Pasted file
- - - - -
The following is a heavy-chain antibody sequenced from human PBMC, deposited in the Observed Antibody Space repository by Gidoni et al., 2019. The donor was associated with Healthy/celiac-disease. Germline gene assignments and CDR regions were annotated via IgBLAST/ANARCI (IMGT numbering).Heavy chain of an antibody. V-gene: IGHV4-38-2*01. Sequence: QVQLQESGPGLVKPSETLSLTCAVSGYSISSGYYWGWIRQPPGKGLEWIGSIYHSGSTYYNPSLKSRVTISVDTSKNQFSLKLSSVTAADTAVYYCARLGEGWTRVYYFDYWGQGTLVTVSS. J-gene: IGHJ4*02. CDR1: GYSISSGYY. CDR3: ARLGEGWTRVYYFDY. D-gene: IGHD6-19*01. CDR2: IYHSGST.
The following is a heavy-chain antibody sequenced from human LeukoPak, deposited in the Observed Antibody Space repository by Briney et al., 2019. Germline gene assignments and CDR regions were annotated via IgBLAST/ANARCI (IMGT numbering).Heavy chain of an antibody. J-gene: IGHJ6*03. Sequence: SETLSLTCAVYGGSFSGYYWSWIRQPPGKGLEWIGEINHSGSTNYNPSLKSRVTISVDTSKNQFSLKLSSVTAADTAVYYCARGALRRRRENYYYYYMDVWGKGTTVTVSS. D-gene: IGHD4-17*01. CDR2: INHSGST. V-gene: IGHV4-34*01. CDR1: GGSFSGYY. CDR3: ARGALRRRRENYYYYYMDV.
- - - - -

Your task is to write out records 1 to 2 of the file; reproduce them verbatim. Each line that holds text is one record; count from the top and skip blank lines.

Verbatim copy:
The following is a heavy-chain antibody sequenced from human PBMC, deposited in the Observed Antibody Space repository by Gidoni et al., 2019. The donor was associated with Healthy/celiac-disease. Germline gene assignments and CDR regions were annotated via IgBLAST/ANARCI (IMGT numbering).Heavy chain of an antibody. V-gene: IGHV4-38-2*01. Sequence: QVQLQESGPGLVKPSETLSLTCAVSGYSISSGYYWGWIRQPPGKGLEWIGSIYHSGSTYYNPSLKSRVTISVDTSKNQFSLKLSSVTAADTAVYYCARLGEGWTRVYYFDYWGQGTLVTVSS. J-gene: IGHJ4*02. CDR1: GYSISSGYY. CDR3: ARLGEGWTRVYYFDY. D-gene: IGHD6-19*01. CDR2: IYHSGST.
The following is a heavy-chain antibody sequenced from human LeukoPak, deposited in the Observed Antibody Space repository by Briney et al., 2019. Germline gene assignments and CDR regions were annotated via IgBLAST/ANARCI (IMGT numbering).Heavy chain of an antibody. J-gene: IGHJ6*03. Sequence: SETLSLTCAVYGGSFSGYYWSWIRQPPGKGLEWIGEINHSGSTNYNPSLKSRVTISVDTSKNQFSLKLSSVTAADTAVYYCARGALRRRRENYYYYYMDVWGKGTTVTVSS. D-gene: IGHD4-17*01. CDR2: INHSGST. V-gene: IGHV4-34*01. CDR1: GGSFSGYY. CDR3: ARGALRRRRENYYYYYMDV.